Luke: The Proverbial Gospel
And he said unto them, Ye will surely say unto me this proverb,
Physician, heal thyself, whatsoever we have heard done in Capernaum, do also here in thy country.
Luke 4:23 (Spoke 20, Cycle 2)
is common knowledge that Luke contains the most parables amongst the Four Gospels.
The table lists nineteen that are unique to his Book, the first being quoted above.
The word used there, translated as proverb, is the Greek parabole', the origin of the English parable.
Though the words proverb and parable have somewhat different overtones in modern English,
the corresponding Greek and Hebrew words are completely equivalent to each other. In the Septuagint,
parabole' is used for mashal in all but two of its fifty-five instances.
And what is mashal? It is the root of the Hebrew name of the Twentieth Book, Mishlei (Proverbs).
Many of Luke's unique parables exemplify his concerns as a physician who cares deeply for the weak,
the sick, and the downtrodden. God chose Doctor Luke as the perfect brush with which to paint an incomparable
picture of the compassion, humanity, sympathy, and tender mercy of His Son.
The Parable of the Good Samaritan is perhaps the best example of the whole tenor of the Third Gospel:
And Jesus answering said, A certain man went down from Jerusalem to Jericho,
and fell among thieves, which stripped him of his raiment, and wounded him, and departed,
leaving him half dead. And by chance there came down a certain priest that way: and
when he saw him, he passed by on the other side. And likewise a Levite, when he was at the place,
came and looked on him, and passed by on the other side. But a certain Samaritan, as he
journeyed, came where he was: and when he saw him, he had compassion on him,
And went to him, and bound up his wounds, pouring in oil and wine, and set him
on his own beast, and brought him to an inn, and took care of him. And on the
morrow when he departed, he took out two pence, and gave them to the host, and said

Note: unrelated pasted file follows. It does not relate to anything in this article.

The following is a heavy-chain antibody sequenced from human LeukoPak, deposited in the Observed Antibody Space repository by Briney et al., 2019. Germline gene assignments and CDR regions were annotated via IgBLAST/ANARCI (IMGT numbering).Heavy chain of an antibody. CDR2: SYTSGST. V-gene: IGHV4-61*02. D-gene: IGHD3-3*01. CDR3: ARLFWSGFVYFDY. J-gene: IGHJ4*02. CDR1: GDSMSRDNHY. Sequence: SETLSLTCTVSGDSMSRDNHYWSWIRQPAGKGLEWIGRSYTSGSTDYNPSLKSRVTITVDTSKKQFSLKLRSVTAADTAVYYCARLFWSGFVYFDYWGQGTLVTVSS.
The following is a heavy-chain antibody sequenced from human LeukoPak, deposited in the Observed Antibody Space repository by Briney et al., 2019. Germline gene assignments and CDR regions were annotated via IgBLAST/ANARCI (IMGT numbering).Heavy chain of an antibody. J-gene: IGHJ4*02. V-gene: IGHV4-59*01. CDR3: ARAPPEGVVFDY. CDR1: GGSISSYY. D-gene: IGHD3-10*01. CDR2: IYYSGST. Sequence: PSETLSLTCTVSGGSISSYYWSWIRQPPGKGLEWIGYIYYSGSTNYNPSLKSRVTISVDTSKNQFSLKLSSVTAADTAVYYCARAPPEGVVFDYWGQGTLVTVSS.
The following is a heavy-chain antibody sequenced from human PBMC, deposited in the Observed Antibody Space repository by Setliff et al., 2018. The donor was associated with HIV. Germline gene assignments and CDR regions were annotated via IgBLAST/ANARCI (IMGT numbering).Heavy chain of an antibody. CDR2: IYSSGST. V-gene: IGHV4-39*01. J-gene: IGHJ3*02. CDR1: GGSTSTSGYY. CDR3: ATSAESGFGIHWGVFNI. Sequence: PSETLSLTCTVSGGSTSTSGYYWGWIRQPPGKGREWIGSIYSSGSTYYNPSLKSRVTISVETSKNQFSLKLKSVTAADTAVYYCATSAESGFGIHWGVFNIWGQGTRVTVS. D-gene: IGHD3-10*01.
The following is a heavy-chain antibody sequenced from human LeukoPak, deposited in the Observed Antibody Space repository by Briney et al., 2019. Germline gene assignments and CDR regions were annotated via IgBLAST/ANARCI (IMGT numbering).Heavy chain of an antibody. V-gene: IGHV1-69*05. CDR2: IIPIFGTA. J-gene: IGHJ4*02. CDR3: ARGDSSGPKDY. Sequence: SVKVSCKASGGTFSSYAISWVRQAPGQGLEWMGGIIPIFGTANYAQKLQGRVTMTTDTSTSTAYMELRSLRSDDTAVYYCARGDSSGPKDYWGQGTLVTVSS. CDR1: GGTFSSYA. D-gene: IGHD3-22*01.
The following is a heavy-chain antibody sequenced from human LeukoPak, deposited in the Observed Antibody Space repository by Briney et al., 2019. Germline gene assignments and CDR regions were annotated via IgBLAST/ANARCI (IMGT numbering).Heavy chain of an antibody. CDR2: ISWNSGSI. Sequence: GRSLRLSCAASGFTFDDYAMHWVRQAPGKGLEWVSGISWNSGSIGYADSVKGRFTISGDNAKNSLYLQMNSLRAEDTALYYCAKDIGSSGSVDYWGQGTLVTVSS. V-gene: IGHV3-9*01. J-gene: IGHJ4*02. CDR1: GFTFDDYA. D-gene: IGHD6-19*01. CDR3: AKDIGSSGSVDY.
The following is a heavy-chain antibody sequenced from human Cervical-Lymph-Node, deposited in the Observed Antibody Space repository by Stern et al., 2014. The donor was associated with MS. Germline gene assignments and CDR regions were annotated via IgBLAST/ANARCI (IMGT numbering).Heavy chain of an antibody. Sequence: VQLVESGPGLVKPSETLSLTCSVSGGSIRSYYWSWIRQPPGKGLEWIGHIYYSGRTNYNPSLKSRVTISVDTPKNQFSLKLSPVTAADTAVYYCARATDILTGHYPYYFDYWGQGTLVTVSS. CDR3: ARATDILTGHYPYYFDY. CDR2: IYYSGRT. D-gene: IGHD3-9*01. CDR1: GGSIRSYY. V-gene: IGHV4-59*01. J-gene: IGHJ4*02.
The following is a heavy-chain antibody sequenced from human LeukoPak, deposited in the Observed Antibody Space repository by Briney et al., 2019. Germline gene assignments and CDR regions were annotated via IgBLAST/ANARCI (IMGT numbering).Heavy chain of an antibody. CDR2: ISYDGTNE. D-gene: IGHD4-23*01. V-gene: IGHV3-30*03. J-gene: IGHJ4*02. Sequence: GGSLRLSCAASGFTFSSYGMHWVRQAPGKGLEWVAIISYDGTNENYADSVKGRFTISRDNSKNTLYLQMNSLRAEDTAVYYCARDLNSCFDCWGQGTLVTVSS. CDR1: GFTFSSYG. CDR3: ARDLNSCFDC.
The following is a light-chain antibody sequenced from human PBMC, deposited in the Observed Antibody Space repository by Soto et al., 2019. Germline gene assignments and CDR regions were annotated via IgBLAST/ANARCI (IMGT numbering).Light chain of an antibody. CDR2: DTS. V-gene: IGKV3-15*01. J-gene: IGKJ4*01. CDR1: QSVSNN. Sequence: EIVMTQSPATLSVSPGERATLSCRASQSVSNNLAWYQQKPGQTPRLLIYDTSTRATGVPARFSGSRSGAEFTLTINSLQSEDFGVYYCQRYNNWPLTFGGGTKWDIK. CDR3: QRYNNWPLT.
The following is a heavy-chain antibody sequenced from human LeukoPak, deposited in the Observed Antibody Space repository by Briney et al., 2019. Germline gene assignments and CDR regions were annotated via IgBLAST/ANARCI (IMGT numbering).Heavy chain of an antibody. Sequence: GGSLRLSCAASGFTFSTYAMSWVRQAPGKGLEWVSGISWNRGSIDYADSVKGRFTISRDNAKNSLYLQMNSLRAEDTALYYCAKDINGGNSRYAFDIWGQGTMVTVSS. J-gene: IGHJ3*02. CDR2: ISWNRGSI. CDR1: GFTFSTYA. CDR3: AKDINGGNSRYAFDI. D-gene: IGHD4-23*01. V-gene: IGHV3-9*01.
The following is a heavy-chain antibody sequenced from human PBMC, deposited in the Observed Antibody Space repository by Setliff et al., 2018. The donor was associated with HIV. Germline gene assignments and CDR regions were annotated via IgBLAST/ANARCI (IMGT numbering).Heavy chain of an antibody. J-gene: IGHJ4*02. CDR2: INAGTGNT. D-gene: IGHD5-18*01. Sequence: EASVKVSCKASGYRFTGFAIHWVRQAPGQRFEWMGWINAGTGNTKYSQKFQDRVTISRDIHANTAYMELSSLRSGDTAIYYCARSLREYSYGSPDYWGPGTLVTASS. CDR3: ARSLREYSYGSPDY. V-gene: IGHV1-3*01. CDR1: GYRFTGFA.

unto him, Take care of him; and whatsoever thou spendest more, when I come again,
I will repay thee. Which now of these three, thinkest thou, was neighbour unto him that
fell among the thieves? And he said, He that shewed mercy on him. Then said Jesus unto him,
Go, and do thou likewise.
Luke's warm, gentle, and parental spirit is seen in the infancy narratives that fill the 132
verses of his first two chapters. Of particular interest are his two descriptions of the wisdom of the young
Jesus, saying "the child grew, and waxed strong in spirit, filled with wisdom and the grace of God was
upon him" (Luke 2:40), and again, "Jesus increased in wisdom and stature, and in favour with God and man"
(Luke 2:52). These verses are unique to Luke. The latter forms a KeyLink to Proverbs selected by
the set (favour, "God and man") [Verify] . It is a strong link because the word translated
as "favour" in Proverbs is the Chet Keyword chen (grace, BW book pg 214), and this is the
standard word corresponding to the Greek charis (grace) that is translated as "favour" in Luke.
Furthermore, the verse from Luke mentions wisdom, the central theme of Proverbs, but that
word is not in the set that selects the KeyLink, so the connection is one of implication.
Luke's unique descriptions of the Christ-child's wisdom are actually part of a
larger pattern in his Gospel. The graph above shows the distribution of wisdom in the Five New Testament History Books (KJV).
Just one less than half, (seven of fifteen) appear in his Book. And of those seven, three form
unique links to Proverbs; one that was seen above, and two that are discussed in the next article (see
The Lord giveth Wisdom.)